I’m a strong believer that there’s no self-development without self-awareness. You can read as many books as you like, but if you can’t read yourself – you’ll never learn a thing. What’s more, you’ll never act on what you’ve learned until you unlearn your own limiting beliefs. And this is why keeping a Diary is so critical – it opens space for reflection and deepened understanding of both what’s going well, and where there’s room for growth. The Diary offers an entirely new level and scope for progress and self-development by introducing world-leading expert advice based on your reflections within it. It’s never been done before and we’re really excited to hear all the feedback on this. So far, it’s been astounding.
Be consistent - your success compounds like interest. Persistency will get you there, but consistency keeps you there
Consistency is obviously a key ingredient harnessing the power of diary writing, how else has being consistent led you to achieving your goals, and do you have advice on sticking to positive habits, when you tend to usually fall off the wagon.
Honestly, success in anything in life comes down to 5% brains, 95% consistency. Whether that’s reaping the benefits of keeping a diary, achieving a goal, or forming a positive habit. For most people, the question isn’t can they do something – it’s do they have the resilience to be consistent in the pursuit of it?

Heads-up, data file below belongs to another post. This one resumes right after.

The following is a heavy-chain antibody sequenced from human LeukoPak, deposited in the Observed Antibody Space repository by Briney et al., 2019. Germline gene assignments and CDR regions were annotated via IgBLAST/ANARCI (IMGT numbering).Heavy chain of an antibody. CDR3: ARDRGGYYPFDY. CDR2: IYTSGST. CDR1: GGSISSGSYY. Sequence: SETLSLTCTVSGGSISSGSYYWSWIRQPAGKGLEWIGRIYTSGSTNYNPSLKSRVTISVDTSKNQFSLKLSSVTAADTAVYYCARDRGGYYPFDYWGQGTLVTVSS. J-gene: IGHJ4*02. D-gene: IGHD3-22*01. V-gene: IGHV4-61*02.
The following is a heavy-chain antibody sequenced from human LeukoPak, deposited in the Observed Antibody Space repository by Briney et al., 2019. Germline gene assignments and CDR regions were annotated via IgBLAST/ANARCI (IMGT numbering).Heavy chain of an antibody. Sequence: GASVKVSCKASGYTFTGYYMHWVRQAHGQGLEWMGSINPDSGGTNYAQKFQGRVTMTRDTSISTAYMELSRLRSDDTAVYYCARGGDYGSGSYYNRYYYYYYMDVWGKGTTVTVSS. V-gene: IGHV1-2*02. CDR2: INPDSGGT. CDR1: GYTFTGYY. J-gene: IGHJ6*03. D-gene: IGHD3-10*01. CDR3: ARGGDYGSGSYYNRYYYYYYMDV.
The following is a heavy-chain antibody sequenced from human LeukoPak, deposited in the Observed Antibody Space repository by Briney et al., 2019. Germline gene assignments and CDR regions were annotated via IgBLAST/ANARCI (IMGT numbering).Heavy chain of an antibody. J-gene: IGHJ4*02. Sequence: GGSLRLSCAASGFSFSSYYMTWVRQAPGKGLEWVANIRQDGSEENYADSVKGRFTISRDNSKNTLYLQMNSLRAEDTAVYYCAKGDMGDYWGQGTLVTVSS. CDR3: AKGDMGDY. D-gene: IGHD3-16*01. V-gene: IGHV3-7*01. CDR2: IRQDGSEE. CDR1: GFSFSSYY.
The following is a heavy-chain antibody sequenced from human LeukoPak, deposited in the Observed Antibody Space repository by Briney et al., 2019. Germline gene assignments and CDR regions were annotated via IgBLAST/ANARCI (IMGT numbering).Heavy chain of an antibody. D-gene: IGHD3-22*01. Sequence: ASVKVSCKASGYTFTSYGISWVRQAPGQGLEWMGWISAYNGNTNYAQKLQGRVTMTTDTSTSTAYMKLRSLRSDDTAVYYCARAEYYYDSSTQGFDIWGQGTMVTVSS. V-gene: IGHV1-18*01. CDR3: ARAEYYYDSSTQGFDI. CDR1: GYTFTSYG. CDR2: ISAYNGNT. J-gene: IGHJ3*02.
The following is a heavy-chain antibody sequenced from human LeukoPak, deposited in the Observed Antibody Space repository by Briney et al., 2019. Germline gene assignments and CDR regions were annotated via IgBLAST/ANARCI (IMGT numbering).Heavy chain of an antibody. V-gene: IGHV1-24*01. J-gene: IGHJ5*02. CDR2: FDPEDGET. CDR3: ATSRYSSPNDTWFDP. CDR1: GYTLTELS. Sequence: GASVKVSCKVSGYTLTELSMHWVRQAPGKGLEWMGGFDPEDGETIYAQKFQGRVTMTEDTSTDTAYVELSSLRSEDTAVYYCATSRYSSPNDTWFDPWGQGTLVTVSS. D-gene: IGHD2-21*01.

It is obvious, having listened to many episodes of your podcast now, that inhabiting the right mindset is key to making progress at work – and in life. What’s your philosophy for this?
My team and I swear by the philosophy of marginal gains… the 1% mentality. I see it as something which if done consistently will always give you an edge. Consistent small incremental adjustments will have a huge impact on the success of a business or team. If you don’t care about tiny details you’ll produce bad work because good work is the culmination of hundreds of tiny details. And that’s a mindset. The most successful people I know all sweat the small stuff. Keeping a Diary is a really powerful tool for reflecting and analysing which areas in your life there’s room for growth and that discretionary extra effort which – if done consistently – will get you that much closer to achieving your goals.
Another regular theme in your conversations – and embodied in The Diary – is innovation. What’s your advice on becoming more innovative, and why is innovation so important, whatever you do?
Innovation is everything. And I’d say the opposite of innovation is convention – which is the tempting thing to do when you’re faced with any challenge from building a business to creating and launching a product like The Diary. Regardless of the scale of the endeavour, accepting the conventional ways of doing things is easy… at first. But for long term success, I can’t stress enough the importance of reasoning from first principles: the pursuit of finding the fundamental truth in any situation in order to use that truth to create a new solution.